LSO Live – James MacMillan’s St John Passion

0 of 5 stars

St John Passion

Christopher Maltman (baritone)

London Symphony Chorus

London Symphony Orchestra
Sir Colin Davis

Recorded April 2008 in Barbican Hall, London

Reviewed by: Mike Wheeler

Reviewed: May 2009
(2 CDs)
Duration: 90 minutes



James Macmillan’s Catholic beliefs have long been an important motivation behind much of his work. “St John Passion”, composed in 2007, is his biggest sacred concert work so far. It is dedicated to Sir Colin Davis, in honour of his 80th-birthday. This recording was made at the work’s premiere.

MacMillan has both followed and re-thought the tradition of passion settings familiar from J. S. Bach. There is only one soloist, a baritone who takes the role of Jesus. The narrator’s role is given to a small chorus – fourteen hand-picked singers in this performance – while the rest of the text is allotted to the full choir, including the roles of Pilate, Peter and others, as well as the crowd. The orchestra is substantial but not extravagantly large, in keeping with Macmillan’s stated aim of combining a “sparse and lean texture” with “the potential for full dramatic climaxes”.

The work is divided into ten sections. The first seven each comprise a section of the biblical narrative, followed by a Latin liturgical text offering a comment on what has just been sung. The biblical text is put to one side in section 8, which presents the part of the Good Friday liturgy known as the Reproaches, set as a dialogue between the baritone and the Large Chorus. Section 9 reverses the pattern of the first seven, with the liturgical Latin text preceding the final biblical passage. The work ends with a substantial section for orchestra alone, part sombre processional, part instrumental polyphonic motet.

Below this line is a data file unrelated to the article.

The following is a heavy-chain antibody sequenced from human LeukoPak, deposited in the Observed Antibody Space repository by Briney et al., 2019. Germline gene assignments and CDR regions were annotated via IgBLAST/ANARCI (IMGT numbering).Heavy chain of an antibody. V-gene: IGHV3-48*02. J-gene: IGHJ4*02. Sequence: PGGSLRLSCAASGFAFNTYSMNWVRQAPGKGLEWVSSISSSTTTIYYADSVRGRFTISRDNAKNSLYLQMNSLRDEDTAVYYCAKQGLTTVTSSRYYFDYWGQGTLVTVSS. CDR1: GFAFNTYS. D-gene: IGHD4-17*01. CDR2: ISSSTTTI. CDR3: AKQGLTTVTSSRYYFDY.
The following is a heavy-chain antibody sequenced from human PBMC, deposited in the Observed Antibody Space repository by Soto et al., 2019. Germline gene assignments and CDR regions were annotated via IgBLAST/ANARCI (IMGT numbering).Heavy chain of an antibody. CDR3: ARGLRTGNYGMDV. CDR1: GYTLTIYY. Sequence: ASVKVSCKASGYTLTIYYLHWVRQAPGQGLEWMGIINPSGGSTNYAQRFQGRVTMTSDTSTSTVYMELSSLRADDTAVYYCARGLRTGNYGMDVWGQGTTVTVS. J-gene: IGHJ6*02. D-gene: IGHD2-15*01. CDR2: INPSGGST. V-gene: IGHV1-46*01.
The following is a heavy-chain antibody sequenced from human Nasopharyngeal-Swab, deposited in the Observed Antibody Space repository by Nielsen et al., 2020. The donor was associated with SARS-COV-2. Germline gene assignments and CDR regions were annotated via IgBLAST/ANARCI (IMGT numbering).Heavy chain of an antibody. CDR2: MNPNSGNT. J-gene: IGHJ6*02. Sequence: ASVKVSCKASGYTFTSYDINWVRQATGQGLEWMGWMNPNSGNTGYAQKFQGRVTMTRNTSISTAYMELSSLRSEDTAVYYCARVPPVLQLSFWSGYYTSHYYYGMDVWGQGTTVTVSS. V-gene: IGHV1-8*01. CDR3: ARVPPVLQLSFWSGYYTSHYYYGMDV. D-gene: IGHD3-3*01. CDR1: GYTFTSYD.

MacMillan’s score embraces a wide expressive range. The emotional detachment of plainsong (what he calls, in his note in the booklet, its “cool purity”) is felt most clearly in the Narrator Chorus’s contribution. At the other end of the emotional scale are highly intense passages where, to quote the composer again, the influence of his 2006 opera “The Sacrifice” is apparent. The solo baritone part, in particular, is at times remarkably convoluted. This is no calm, self-possessed Jesus, but an agonised, even angry, figure, and the orchestral writing often reflects these tortured expressive extremes – this is the Passion almost as expressionist psycho-drama.

The choral and orchestral writing, too, are remarkably demanding, but everyone involved rises to what was clearly a remarkable occasion. Christopher Maltman, in particular, gives a performance of commanding authority and vocal dexterity, and the LSO and London Symphony Chorus appear totally unfazed by the music’s exceptional demands. The sound is clear and detailed; the booklet includes the complete text, with translations of the Latin passages.

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